Two Astronauts Just Went On A Spacewalk To Inspect The Soyuz Crew Pod That Sprung A Leak In August


Earlier today, two astronauts ventured outside of the International Space Station (ISS) to conduct a marathon spacewalk that lasted for nearly eight hours. The heroes of the day were Russian cosmonauts Oleg Kononenko and Sergey Prokopyev of Roscosmos, both currently serving as flight engineers of Expedition 57.

Originally scheduled to last no more than six hours, today’s incursion into outer space ended up being 1.5 hours longer than initially planned as the two spacewalkers spent a total of 7 hours and 45 minutes working outside of the ISS, NASA announced in a blog post.

That’s one minute short of matching another marathon spacewalk undertaken by Prokopyev, the first one in his career, which occurred in mid-August. At the time, the Russian astronaut was part of the Expedition 56 crew and teamed up with another fellow cosmonaut, Roscosmos’ Oleg Artemyev, to install the ICARUS bird-tracking antenna and to deploy four tiny satellites into space, as previously reported by the Inquisitr.

With today’s outing, Prokopyev now has two spacewalks under his belt. Meanwhile, veteran astronaut Kononenko has just walked in space for the fourth time in his career. This was the 213th spacewalk in the history of the ISS and the very first since Kononenko came back on board the orbital outpost on December 3 for his fourth mission in space.

The two cosmonauts opened the hatch of the Pirs Docking Compartment, one of the space station’s Russian modules, at 10:59 a.m. EST. According to NASA, Kononenko was designated extravehicular crew member 1 (EV1) and donned a red-striped spacesuit. At the same time, Prokopyev headed outside the space station wearing a spacesuit with blue stripes, as the designated extravehicular crew member 2 (EV2). The duo re-entered the airlock and closed the Pirs hatch at 6:44 p.m. EST.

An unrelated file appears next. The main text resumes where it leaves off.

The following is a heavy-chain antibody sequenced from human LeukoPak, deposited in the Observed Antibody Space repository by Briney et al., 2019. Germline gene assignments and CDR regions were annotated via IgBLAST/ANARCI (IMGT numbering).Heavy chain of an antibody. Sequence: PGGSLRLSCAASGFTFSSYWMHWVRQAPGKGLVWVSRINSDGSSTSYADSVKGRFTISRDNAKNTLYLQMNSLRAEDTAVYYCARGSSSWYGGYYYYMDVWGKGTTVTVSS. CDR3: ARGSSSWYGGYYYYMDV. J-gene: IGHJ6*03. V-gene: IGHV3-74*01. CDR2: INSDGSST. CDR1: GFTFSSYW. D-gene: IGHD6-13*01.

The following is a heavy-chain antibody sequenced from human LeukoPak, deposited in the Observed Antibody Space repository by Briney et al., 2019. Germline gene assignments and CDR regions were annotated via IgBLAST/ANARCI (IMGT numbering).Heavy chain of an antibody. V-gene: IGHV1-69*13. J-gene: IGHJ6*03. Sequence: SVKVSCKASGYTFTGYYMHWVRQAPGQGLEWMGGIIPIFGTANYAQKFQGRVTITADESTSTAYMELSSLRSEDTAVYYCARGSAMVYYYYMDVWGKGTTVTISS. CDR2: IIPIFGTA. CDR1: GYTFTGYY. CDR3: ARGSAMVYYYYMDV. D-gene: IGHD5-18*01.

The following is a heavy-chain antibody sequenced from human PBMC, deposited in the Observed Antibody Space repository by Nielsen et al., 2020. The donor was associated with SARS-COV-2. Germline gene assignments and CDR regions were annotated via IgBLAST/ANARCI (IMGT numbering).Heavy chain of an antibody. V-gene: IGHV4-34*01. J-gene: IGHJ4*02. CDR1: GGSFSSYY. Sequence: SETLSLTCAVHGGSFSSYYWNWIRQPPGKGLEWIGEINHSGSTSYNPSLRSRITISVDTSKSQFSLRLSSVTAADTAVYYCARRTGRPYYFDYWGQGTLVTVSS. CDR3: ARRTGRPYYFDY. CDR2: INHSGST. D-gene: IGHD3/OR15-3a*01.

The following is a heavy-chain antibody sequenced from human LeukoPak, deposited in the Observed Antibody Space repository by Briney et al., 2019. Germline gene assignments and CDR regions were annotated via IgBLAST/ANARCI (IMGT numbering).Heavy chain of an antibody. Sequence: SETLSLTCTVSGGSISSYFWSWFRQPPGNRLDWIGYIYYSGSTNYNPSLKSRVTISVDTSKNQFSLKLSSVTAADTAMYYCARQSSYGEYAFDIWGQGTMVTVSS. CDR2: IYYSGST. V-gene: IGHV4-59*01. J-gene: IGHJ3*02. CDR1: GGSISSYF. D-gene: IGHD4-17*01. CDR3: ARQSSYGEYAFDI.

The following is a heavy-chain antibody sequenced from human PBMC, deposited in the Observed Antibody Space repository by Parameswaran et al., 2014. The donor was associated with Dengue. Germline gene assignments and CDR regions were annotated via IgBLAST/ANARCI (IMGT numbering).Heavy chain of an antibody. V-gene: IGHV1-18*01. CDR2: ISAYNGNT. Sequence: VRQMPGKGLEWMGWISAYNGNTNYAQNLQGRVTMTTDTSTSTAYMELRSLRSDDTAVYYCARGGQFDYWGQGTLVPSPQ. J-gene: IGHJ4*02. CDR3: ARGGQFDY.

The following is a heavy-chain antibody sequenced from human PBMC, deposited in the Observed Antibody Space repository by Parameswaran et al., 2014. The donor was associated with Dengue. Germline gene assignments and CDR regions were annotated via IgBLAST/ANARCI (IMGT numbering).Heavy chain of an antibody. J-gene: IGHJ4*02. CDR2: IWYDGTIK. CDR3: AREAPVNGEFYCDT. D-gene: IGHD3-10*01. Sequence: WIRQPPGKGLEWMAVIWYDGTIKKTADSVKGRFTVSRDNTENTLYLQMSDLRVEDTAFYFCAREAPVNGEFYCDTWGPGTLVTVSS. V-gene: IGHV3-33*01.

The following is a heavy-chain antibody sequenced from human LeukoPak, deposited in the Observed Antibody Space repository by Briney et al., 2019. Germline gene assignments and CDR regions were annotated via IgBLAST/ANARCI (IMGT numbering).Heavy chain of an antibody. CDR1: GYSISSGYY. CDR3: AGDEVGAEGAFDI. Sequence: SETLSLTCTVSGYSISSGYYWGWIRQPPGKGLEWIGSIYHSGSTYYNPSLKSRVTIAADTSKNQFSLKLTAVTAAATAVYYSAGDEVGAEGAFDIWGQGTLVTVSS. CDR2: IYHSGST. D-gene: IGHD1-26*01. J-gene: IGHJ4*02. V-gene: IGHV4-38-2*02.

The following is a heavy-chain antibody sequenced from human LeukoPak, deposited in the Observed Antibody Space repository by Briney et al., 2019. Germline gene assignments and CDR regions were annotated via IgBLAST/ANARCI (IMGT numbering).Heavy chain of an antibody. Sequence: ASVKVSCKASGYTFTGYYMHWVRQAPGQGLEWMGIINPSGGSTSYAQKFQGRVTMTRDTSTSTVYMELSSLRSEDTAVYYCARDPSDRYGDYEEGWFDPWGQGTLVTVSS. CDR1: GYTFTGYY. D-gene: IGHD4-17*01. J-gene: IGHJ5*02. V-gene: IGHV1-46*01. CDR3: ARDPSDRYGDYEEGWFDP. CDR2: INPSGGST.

A pair of empty Orlan spacesuits are seen inside the Pirs Docking Compartment airlock where cosmonauts stage Russian spacewalks.Featured image credit: NASA

Their mission revolved around an investigation of the Russian Soyuz MS-9 capsule currently docked with the space station’s Rassvet module. This is the same spacecraft that sprung an air pressure leak in late August, as the Inquisitr reported at the time.

“The cosmonauts will take samples of any residue found on the hull and take digital images of the area before placing a new thermal blanket over it. The samples and images will provide additional information that will aid the investigation into the cause of the pressure leak,” NASA announced at the beginning of the month.

The duo used their spacewalking time to examine a section of the spacecraft’s external hull and locate the patched hole found on the side of the Soyuz MS-09.

To get to the Soyuz spacecraft, Kononenko took a ride on the ISS Strela boom — a nearly 46-foot-long cargo crane mounted on the Russian module — while Prokopyev operated the hardware.

Live coverage aired by the space agency showed spectacular views from the ISS, with the two astronauts working some 260 miles above the planet while Earth was spinning in the background.

Once the cosmonauts reached the Soyuz capsule, they cut into the insulation on the spacecraft’s orbital module to find and examine the “small black dot” — the area where the pressure leak was detected and fixed in August.

Aside from inspecting the Russian crew pod, Kononenko and Prokopyev also retrieved science experiments from the Rassvet module before heading back inside the space station.

The Soyuz MS-9 capsule is slated to return to Earth on December 19. The spacecraft will bring Prokopyev back home along with two other members of Expedition 57 — namely ISS commander Alexander Gerst of the European Space Agency and NASA astronaut Serena Aunon-Chancellor — six-and-half months after it first flew them to the space station on June 8.

“Today’s inspection work took place on the Soyuz Orbital module where the pressure leak occurred. The crew returns to Earth in the Descent Module. The Orbital and Service modules separate after undocking and burn up in Earth’s atmosphere,” the ISS Twitter account posted a few hours ago.